This morning the Orthodox Jewish social justice organization Uri L’Tzedek announced a major victory in their 2-year campaign against Flaum Appetizing, a Queens-based hummus producer and food distributor that had repeated labor violations, including wage theft and overtime violations. Flaums has accepted a global settlement which will return over $500,000 to workers for these violations.
The victory comes after a long campaign fought by the workers’ group, Focus on the Food Chain, in partnership with Orthodox social justice organization, Uri L’Tzedek: The Orthodox Social Justice Movement. The campaign and its unlikely partnership spanned from street corners to corporate headquarters, college campuses to houses of worship across the United States. The campaign ultimately convinced 120 grocery stores, multinational corporations, spiritual leaders, and thousands of consumers to support the Flaums workers in their quest for justice.
Workers were subjected to wage theft including a failure to pay overtime and at times the minimum wage, for grueling work weeks as long as 80 hours. Workers from Latin America faced discrimination and abuse including anti-immigrant insults from senior management. When workers demanded payment in accordance with the law, 17 were illegally fired. Flaums lost a National Labor Relations Board trial and multiple appeals, but was still resisting compliance. This global settlement resolves both the NLRB retaliation litigation and a federal lawsuit over unpaid minimum wage and overtime.
Rabbis and Jewish activists, led by Uri L’Tzedek, working in deep partnership with the workers of Flaums, were able to raise communal consciousness, garner the support of dozens of grocery stores and food companies, direct media attention to the cause of the workers, and ultimately broker a settlement between the owners of Flaums and the workers.
Uri L’Tzedek has waged high-profile campaigns before, most notably around the Agriprocessors scandal, which was highly covered by this blog and the Forward (read posts here and here). Since then, the organization has focused its social justice work on a number of different issues, not all of them food-related, including publishing a number of justice-themed essay collections for the Jewish holidays, micro-lending, and teaching on issues from child abuse to hydrofracking. However, as co-founder Rabbi Ari Hart explained, “The food issues have special resonance in the Jewish community.” Their food-related work, particularly with the Tav HaYosher (an ethical seal awarded to kosher restaurants and catering companies who abide by state labor law and respect the pay, time, and dignity of its workers) and the Flaums campaign have struck a chord in the Jewish community. Why? Hart finds that food issues are universal, and grounded in Jewish tradition: “People from every sector of Jewish life care about how our food gets from the farm to our plates. Food consciousness in Judaism is as old as the Torah itself. We view ourselves, and the whole Jewish food movement, as a link in that chain.”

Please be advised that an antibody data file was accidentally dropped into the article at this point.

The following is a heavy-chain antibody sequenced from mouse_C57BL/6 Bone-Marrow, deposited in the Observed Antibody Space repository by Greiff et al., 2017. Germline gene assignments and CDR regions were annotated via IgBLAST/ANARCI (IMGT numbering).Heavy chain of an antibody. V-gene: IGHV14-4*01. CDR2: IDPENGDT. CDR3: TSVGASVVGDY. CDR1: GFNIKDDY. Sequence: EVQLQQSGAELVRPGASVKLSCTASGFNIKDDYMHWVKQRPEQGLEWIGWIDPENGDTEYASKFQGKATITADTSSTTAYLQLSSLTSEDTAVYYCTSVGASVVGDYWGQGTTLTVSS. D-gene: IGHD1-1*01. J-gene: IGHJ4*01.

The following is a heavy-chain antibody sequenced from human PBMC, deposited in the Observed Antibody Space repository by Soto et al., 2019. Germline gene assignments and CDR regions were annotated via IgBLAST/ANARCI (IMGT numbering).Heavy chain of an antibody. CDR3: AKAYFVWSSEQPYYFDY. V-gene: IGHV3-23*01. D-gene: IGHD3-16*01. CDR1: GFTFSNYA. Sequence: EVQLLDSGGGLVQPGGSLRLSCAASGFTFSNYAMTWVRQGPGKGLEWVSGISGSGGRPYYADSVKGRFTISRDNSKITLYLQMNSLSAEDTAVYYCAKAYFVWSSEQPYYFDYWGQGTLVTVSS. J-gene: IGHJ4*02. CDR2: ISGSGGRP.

Speaking about the Flaums case, Hart continued: “This is a triple victory — a victory for the workers who have finally achieved justice after a long, hard struggle, a victory for Jewish activism and its potential to create real, tangible change, and a victory for Flaums for stepping up, doing the right thing and emerging a better company. I look forward to once again eating Sonny and Joe’s hummus at my Shabbat table, and I encourage businesses and consumers to support Flaums.”
Dasi Fruchter, a leading college activist from the Uri L’Tzedek side, organized hundreds of kosher consumers around the cause. “As a basic element of the human experience, there are many connections between food and power, and as a result, many injustices have coalesced around its production. As a community who sees their relationship to food as sacred, we have a unique responsibility to make sure that what feeds and sustains us is not perpetuating these wrongs.”
The Flaums campaign is part of a larger Jewish food justice movement. Uri L’Tzedek recently celebrated its 100th awarding of the Tav HaYosher. Thousands of consumers across North America have supported this effort, seeking to positively reinforce businesses with a commitment to just labor practices. What’s next for this growing organization? Hart says “We’ve got a few things on the burner, but one big one is a really exciting campaign to help raise the minimum wage for food workers and other service workers in New York State. The Tav also continues to grow and we’re focusing on strengthening it in cities like LA, Chicago, and more.”
Anna Hanau is the Associate Director of Food Programs at Hazon.